MIT is driving research to design proteins with specific structural objectives. Similar to those existing in nature but with new properties, such as stiffness and elasticity. The possibilities are so vast, its scope in these early phases is unclear. But it could meet our most pressing design needs. Replacing materials made from petroleum or ceramics, for example, and producing them with a much smaller carbon footprint. Might this be a driver in weaning us off the earth’s natural resources? Food scarcity, waste and malnutrition could be reduced too, with biologically-inspired food coatings to keep produce fresh for longer. Further enhanced by emerging innovations in biotechnologies, we could be headed for lab-synthesized solutions to the biggest problems facing us today.
In the fight to save us from pollution, scientists are looking into enzymes that ‘eat’ plastic like a food source. Breaking down plastic into its building blocks can allow us to recycle it endlessly and accelerate environmental clean up. We could find proteins that ‘eat’ carbon out of the atmosphere, or even faster routes to viable nuclear fusion reactors. Touted as the ‘holy grail’ clean energy of the future, nuclear fusion still looks to be decades away. Unlocking its power sooner could tip the scales in our efforts to halt climate change.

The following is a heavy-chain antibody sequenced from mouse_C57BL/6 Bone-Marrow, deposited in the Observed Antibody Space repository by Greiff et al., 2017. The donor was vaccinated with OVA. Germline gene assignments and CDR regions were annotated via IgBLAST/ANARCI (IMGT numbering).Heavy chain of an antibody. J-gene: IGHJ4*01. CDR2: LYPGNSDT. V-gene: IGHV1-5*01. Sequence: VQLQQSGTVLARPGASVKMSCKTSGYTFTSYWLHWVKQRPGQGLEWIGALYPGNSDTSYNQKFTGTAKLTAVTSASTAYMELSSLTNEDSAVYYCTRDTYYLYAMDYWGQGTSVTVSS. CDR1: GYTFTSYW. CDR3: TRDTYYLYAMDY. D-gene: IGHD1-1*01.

As pioneers like DeepMind CEO Demis Hassabis remind us, these powerful new tools carry unforeseen risk. In the wrong hands, this technology could be used to game the financial market, for example, or even design sophisticated biological warfare. With its capacity to generate deadly pathogens, it can uncover around 40,000 possible chemical weapons in 6 hours, according to a recent paper.
This is without speculating on the AI doom scenario, where artificial general intelligence (AGI) surpasses human intelligence and turns against us in unexpected ways. However uncertain our AI future, Hassabis is also hopeful AGI could drive us toward ‘radical abundance’: a world with more equality, more resources, and more wealth. If so, these miracle proteins might just give us a head start.